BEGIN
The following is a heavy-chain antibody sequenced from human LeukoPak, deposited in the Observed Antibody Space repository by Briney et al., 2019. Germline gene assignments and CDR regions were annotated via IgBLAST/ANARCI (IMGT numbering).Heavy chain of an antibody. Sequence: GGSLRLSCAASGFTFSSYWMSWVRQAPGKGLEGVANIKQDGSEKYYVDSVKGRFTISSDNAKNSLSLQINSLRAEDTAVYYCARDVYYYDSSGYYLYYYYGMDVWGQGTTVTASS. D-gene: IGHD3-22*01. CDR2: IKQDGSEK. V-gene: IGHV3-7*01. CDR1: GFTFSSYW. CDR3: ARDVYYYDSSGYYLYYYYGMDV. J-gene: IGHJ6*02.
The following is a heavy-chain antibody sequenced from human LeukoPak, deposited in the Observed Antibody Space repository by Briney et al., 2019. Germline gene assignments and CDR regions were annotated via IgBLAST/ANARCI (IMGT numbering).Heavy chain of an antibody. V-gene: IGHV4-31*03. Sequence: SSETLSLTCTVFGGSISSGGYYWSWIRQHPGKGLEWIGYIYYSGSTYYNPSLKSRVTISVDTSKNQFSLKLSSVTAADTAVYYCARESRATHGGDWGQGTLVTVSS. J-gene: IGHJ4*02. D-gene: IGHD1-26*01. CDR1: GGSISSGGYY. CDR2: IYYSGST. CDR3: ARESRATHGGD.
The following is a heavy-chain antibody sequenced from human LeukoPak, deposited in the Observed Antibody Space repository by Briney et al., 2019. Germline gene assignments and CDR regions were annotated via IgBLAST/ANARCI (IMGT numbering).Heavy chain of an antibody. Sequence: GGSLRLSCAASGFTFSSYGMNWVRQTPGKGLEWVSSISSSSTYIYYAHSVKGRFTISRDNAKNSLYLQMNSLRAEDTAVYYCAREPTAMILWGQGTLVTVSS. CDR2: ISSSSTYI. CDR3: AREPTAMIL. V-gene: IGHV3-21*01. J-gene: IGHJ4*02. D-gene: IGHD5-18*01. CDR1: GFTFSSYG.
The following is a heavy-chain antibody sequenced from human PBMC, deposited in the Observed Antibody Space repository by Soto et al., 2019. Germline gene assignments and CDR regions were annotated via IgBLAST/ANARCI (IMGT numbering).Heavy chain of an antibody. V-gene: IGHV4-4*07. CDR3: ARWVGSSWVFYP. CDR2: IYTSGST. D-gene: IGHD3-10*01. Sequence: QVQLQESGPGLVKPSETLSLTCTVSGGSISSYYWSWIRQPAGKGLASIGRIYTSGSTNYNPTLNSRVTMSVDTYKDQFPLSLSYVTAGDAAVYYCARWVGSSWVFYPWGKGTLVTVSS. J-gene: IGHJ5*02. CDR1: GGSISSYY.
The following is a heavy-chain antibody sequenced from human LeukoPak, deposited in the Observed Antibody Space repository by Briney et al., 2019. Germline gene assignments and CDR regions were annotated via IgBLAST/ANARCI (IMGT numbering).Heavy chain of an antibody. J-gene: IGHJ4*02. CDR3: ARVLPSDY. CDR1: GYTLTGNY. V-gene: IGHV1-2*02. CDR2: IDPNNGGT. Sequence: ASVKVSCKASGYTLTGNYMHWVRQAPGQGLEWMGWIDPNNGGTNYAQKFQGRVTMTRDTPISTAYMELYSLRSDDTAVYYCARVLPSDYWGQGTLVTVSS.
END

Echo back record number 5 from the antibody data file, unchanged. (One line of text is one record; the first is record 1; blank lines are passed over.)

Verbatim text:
The following is a heavy-chain antibody sequenced from human LeukoPak, deposited in the Observed Antibody Space repository by Briney et al., 2019. Germline gene assignments and CDR regions were annotated via IgBLAST/ANARCI (IMGT numbering).Heavy chain of an antibody. J-gene: IGHJ4*02. CDR3: ARVLPSDY. CDR1: GYTLTGNY. V-gene: IGHV1-2*02. CDR2: IDPNNGGT. Sequence: ASVKVSCKASGYTLTGNYMHWVRQAPGQGLEWMGWIDPNNGGTNYAQKFQGRVTMTRDTPISTAYMELYSLRSDDTAVYYCARVLPSDYWGQGTLVTVSS.